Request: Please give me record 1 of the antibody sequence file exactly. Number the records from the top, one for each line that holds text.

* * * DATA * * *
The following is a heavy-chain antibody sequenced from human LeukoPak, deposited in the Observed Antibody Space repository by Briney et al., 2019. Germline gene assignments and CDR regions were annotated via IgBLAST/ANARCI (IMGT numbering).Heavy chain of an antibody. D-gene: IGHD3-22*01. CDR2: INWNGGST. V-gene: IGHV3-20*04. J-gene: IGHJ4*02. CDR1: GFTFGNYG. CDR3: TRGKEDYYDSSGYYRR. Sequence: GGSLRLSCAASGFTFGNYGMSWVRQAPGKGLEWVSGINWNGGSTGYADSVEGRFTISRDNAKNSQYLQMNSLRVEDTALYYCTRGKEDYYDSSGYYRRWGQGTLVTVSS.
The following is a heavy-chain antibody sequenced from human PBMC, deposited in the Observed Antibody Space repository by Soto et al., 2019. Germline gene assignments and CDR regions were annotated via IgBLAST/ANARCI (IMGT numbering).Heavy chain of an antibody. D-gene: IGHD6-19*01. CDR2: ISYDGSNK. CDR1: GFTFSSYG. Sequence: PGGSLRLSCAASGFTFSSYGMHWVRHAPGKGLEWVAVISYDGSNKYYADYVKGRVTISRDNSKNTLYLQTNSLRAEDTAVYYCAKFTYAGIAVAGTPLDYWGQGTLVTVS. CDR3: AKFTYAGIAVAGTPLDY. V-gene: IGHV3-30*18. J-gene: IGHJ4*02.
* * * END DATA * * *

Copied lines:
The following is a heavy-chain antibody sequenced from human LeukoPak, deposited in the Observed Antibody Space repository by Briney et al., 2019. Germline gene assignments and CDR regions were annotated via IgBLAST/ANARCI (IMGT numbering).Heavy chain of an antibody. D-gene: IGHD3-22*01. CDR2: INWNGGST. V-gene: IGHV3-20*04. J-gene: IGHJ4*02. CDR1: GFTFGNYG. CDR3: TRGKEDYYDSSGYYRR. Sequence: GGSLRLSCAASGFTFGNYGMSWVRQAPGKGLEWVSGINWNGGSTGYADSVEGRFTISRDNAKNSQYLQMNSLRVEDTALYYCTRGKEDYYDSSGYYRRWGQGTLVTVSS.